Weekend Aesthetic {13}

The Weekend Aesthetic is a new feature where I post book aesthetics every weekend. They might be of a book I’m currently reading or recently read or read a long time ago or one I consider to be a favorite of mine—there’s no rhyme or reason to it! For now I just want to keep it simple and feature all different kinds of books (but there might be themes in the future).

This weekend I’m featuring an older book, The DUFF! I actually just reread this novel this past week after I realized I’ve seen the movie more times than I’ve read the book (read my Book vs. Movie post).  The book and the movie actually differ in some very major ways while still keeping the main message intact. I really enjoyed rereading the book, which led me to also pick up Lying Out Loud, a companion novel to The Duff!


Release Date: September 7, 2010
Find it: Goodreads, Amazon, Barnes & Noble

Seventeen-year-old Bianca Piper is cynical and loyal, and she doesn’t think she’s the prettiest of her friends by a long shot. She’s also way too smart to fall for the charms of man-slut and slimy school hottie Wesley Rush. In fact, Bianca hates him. And when he nicknames her “the Duff,” she throws her Coke in his face.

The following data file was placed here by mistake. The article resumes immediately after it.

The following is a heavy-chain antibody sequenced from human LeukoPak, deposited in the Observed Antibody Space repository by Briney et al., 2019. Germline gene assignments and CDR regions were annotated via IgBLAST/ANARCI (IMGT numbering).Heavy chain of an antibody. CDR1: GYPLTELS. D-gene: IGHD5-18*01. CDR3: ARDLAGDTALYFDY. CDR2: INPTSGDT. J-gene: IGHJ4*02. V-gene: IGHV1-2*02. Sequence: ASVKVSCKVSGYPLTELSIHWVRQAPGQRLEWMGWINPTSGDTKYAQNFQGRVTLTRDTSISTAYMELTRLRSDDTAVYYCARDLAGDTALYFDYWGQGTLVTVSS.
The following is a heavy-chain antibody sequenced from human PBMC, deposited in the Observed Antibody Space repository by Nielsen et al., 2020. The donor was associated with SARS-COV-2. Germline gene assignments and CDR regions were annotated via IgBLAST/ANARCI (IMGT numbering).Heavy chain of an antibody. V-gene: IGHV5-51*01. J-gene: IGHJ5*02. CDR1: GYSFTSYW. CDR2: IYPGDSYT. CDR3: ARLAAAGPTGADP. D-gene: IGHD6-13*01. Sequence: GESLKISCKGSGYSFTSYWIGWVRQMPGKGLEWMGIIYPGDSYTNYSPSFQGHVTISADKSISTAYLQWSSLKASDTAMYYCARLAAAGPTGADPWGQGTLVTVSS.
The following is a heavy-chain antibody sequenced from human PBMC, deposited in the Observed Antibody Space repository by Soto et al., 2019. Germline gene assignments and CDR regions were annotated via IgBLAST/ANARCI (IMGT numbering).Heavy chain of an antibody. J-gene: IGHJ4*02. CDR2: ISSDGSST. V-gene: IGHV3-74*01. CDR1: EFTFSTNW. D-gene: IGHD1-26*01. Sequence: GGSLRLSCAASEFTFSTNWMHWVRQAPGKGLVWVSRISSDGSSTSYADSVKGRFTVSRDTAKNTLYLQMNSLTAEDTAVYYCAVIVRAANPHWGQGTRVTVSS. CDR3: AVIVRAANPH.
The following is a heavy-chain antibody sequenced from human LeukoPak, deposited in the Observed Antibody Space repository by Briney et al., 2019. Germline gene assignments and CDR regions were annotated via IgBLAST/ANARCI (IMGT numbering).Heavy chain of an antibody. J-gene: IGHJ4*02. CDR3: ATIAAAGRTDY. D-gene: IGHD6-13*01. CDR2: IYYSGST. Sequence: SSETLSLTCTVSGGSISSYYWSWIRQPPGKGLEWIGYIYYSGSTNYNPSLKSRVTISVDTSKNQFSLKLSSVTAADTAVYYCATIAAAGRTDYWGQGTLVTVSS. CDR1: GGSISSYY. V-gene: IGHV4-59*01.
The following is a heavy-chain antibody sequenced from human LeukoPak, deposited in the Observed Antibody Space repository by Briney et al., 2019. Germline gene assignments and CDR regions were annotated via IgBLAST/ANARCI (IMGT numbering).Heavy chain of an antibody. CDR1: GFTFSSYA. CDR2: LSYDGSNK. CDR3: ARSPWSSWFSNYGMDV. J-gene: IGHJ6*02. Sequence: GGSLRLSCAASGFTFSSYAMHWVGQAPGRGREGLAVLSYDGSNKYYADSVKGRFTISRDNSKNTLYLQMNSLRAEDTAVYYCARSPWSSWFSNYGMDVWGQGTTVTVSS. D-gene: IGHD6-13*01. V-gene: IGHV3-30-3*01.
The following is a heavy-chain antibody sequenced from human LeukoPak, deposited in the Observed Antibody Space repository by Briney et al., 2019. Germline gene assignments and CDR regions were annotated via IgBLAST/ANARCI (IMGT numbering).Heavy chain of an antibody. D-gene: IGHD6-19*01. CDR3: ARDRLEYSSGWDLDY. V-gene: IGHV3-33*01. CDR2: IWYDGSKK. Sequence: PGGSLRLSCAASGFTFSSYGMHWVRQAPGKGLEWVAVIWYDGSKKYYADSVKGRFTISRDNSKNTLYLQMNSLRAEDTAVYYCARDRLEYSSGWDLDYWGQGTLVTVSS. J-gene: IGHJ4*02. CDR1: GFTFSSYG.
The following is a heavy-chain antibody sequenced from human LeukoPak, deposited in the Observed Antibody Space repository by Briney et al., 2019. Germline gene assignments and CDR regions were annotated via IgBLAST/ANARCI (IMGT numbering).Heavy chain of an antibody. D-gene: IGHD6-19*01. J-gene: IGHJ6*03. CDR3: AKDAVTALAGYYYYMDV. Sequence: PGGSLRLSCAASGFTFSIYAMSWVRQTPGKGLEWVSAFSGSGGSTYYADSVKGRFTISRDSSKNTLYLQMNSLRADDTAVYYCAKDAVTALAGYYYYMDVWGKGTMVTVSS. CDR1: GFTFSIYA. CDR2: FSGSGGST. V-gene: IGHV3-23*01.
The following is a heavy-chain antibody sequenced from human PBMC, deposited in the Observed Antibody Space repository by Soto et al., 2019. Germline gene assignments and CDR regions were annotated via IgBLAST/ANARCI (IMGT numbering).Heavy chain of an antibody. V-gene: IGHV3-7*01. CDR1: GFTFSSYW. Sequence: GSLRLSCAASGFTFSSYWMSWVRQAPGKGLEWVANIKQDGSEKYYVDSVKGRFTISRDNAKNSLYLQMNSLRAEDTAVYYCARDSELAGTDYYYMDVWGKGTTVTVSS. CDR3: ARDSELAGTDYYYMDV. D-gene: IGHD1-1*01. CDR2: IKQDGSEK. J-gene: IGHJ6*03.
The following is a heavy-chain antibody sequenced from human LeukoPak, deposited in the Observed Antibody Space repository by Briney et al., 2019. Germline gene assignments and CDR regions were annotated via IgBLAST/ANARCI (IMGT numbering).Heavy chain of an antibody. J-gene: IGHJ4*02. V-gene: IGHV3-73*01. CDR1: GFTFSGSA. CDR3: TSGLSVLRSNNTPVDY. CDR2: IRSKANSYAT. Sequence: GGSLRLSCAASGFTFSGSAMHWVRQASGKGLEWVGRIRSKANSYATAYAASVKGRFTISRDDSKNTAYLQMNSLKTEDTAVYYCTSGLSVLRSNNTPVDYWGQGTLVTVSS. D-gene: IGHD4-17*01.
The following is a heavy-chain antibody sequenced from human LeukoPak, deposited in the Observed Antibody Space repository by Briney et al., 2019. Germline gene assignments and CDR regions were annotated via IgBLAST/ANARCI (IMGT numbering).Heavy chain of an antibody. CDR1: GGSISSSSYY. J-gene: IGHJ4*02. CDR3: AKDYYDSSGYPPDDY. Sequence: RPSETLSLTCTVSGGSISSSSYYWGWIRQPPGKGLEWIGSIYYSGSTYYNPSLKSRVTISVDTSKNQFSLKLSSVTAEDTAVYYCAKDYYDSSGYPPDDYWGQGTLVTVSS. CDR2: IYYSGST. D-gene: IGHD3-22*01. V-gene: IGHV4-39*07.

But things aren’t so great at home right now, and Bianca is desperate for a distraction. She ends up kissing Wesley. Worse, she likes it. Eager for escape, Bianca throws herself into a closeted enemies-with-benefits relationship with him.

Until it all goes horribly awry. It turns out Wesley isn’t such a bad listener, and his life is pretty screwed up, too. Suddenly Bianca realizes with absolute horror that she’s falling for the guy she thought she hated more than anyone.



Have you read The Duff and/or seen the movie adaptation?

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  • I read the Duff and saw the movie, and they were really different from each other. The movie was a teen comedy that utilized the idea of the Duff and that’s about it. I did enjoy them both though.

    • I definitely agree that they’re very different from one another but I think the differences fit the story well for their storytelling medium—more serious via the book and more rom-comy for the movie.

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